After wantonly destroying everything they could, killing cows, calves and chickens, they left, taking the distracted mother and her boys with them. When the men folks returned to Neil McLennan’s house they knew that the war had begun, but knowing not the force with which they would have to contend, they could do nothing but provide for the safety of those yet unharmed, and reconnoiter the strength of the enemy. The women and children were hidden out in the bushes, only creeping back to the house and cowpen at night for food. During this time these men scouted the country for the purpose of ascertaining the extent of the calamity that had befallen the settlement. For some reason the Indians did not molest any other place in the settlement at that time, and left with their prisoners.
“The McLennan boys captured were John McLennan, aged 8, Neil McLennan, about 6, and Daniel McLennan, about 4 years. The mother was never recovered, but after several years died in captivity. The boys were traded from tribe to tribe and the eldest, John McLennan, was returned to his relatives after being with the Indians ten years.
Old citizens of Milam, Burleson and McLennan counties with remember “Bosque John,” as he was called. He had become well Indianized by his long residence among the redskins, and for some time pined for his dusky ‘mamma’ and ‘brothers’ as he had been taught to call them, and for a time he strongly objected to the restraints of life among the whites, trying sometimes to run away to the tribe that had adopted him. But he finally became reconciled and his memory reclaimed.
He was later employed as an interpreter for the Indians. When about thirty years of age he was killed presumably by a fall from the window of the court house in Waco, but there were many who believed that he was murdered for the pay for his services that he had drawn a short while before. The second son, Neil McLennan, was not returned to his relatives, or to this vicinity at least, while the younger, Daniel McLennan, died with the Indians.
“About the time of these raids John McLennan, with his family and others, settled on the Fokes and Robinson leagues on the San Gabriel. The Indians raided their camp, while the men were absent. They captured his wife, another Aunt Peggy McLennan, and binding her with a bridle rein, fell to work pillaging and destroying the camp. Among their effects, in boxes they had brought from Florida, there was a quantity of whiskey and strong medicines. They fell to guzzling down the spirits, and after a short season of wild orgies and demoniac yelling and capering, they were overcome by their potations and were drunk.
Aunt Peggy McLennan then release herself and taking the children, who were so small the Indians had not bound them, she went across the river and found a hiding place in the top of a cottonwood tree surrounded by a luxuriant growth of weeds. Here they remained for several days and nights, afraid to return from their hiding place, except at night, when they would creep out to the ruined camp and gather corn that the Indians had scattered over the ground, for food. When the men returned and found the camp dismantled and abandoned they thought the women and children had been carried away captives, and they went to the other settlements for help.
Aunt Peggy McLennan saw the rescuing party when it arrived, but was so crazed by the suffering and fright she had undergone that she did not know them, but thought them enemies. They called her by name, but she ran and had to be run down and captured before she could be convinced that they were her friends.
“The danger of such raids was so great that the settlement on the San Gabriel had to be abandoned for some years, the settlers keeping near together at Nashville and other places.
“In 1844 Jesse Mercer and Peter Mercer moved on the Abigail Fokes league, mistaking that land for the Mercer location, which, in fact, was further west in Williamson county, a location that was afterwards the subject of prolonged litigation, which came to an end but a few years ago. They built what was then known as the Mercer Fort, on the bluff about the San Gabriel, near the line between the Abigail Fokes and Dan Robinson leagues, and now the line between the farms of L. L. Lee and J. H. Fulcher.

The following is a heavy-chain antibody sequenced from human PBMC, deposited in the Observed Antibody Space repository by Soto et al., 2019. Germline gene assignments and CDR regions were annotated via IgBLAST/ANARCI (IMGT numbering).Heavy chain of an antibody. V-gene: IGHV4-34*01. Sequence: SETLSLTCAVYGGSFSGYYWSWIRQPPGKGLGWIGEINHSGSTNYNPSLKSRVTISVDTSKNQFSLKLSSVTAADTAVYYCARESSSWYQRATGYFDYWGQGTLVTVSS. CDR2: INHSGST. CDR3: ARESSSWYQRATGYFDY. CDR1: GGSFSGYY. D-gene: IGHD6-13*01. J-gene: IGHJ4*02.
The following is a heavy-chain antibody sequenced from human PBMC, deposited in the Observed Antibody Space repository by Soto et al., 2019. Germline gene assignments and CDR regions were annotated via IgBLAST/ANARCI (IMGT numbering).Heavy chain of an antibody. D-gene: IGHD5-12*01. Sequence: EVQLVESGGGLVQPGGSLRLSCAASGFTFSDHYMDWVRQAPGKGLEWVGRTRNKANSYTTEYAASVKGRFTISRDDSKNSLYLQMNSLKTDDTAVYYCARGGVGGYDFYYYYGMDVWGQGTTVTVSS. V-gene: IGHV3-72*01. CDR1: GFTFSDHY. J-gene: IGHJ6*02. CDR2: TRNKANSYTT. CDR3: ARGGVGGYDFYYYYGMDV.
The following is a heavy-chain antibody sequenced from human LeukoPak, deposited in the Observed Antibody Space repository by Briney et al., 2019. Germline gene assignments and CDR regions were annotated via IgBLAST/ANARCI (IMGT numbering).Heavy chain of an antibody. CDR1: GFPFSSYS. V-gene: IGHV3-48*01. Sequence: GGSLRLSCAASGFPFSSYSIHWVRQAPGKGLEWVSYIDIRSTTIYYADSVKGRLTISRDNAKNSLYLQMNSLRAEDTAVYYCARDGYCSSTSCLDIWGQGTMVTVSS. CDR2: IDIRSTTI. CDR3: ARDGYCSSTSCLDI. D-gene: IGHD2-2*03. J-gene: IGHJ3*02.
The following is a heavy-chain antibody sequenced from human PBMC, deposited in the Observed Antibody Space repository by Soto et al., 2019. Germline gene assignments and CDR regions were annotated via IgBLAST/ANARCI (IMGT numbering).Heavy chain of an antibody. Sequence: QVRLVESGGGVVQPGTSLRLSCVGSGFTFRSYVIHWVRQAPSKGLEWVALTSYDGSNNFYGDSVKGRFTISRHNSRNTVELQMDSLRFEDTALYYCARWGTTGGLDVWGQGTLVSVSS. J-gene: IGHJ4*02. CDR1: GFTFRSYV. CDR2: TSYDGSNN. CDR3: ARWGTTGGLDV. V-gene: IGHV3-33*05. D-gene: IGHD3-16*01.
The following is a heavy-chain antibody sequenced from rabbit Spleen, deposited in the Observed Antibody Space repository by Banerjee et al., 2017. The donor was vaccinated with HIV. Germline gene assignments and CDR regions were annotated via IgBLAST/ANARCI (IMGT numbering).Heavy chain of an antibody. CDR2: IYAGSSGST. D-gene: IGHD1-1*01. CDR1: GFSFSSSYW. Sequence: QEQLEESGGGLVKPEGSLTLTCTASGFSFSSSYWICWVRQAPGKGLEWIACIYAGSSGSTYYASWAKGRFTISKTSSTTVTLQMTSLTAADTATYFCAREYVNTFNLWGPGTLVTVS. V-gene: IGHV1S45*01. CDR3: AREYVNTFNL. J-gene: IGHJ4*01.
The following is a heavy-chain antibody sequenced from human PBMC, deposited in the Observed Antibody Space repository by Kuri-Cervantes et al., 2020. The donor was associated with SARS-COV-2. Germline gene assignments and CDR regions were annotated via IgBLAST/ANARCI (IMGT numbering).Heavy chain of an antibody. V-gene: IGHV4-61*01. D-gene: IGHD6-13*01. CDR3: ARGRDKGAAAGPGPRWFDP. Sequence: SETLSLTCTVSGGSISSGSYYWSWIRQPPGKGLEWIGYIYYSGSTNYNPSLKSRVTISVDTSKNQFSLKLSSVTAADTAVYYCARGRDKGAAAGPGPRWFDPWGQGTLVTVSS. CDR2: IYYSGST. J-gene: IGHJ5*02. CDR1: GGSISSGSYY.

Here the Indians came down upon the settlement. Peter Mercer saw them approaching and hurried his wife, with Jesse’s three children and some negro children, into hiding in the bushes across the river. From their place of concealment Mrs. Mercer could hear much of what occurred at the fort, including the shots which killed her husband.
As soon as Peter Mercer became certain that the Indians intentions were hostile he fled, and as he went over the river bluff he was shot and killed. A young man named Orr was killed while running through the river, and a negro boy about 16 years old met his death a short distance south of the fort. When darkness came Mrs. Mercer took her flock of children, she and the older ones carrying those too small to travel with the speed desirable, and made their way to the settlement at Nashville.
Abigail Fokes and her family moved to Burleson county, stopping on Davidson’s Creek, some five miles from Caldwell, where they lived until it was safe to settle on her San Gabriel lands. There her daughter, Mary Fokes, from whom this history is mainly obtained, was married to James Fulcher. Three children resulted from this union only the eldest, J. H. Fulcher, better known as “Bud”, is living, and the site of the old Mercer Fort is upon his farm and very near his residence.
A daughter married Alf B. Lovelace, now living on the Fokes league, while the third child, a daughter died at the age of 18, unmarried. After the death of James Fulcher, Aunt Mary Fulcher as she is affectionately know by a lareg [(sic) large] circle of friends, married her second husband, A. L. Locklin.
“This is but an outline of the history that Mrs. Locklin could furnish – history that she helped to make. There is much more and many details that I cannot at this time undertake to relate.
“Many who know naught of this country save its present comfortable civilization, will find it difficult to realize the dangers, hardships and privations endured by the pioneers while making this civilization possible. Leaving their homes in the older states they came hundreds of miles to this wilderness, wrenched it from the murderous savage and scarcely less cruel Mexican, and paved the way to development and subjugation of the broad land that is now the Empire State of the Union. These early settlers are now few in number, and very soon they will all be gone, and as we enjoy the blessings their bravery, toil and suffering made possible, we should not forget the debt of gratitude due them, or fail to accord their mead of respect and appreciation.”
We must say a special thank you to Jerry Caywood of Rockdale, Texas, for typing the above for use on the Milam County TXGenWeb site.
Created on 31 July 2004 and last revised on 2 Dec 2006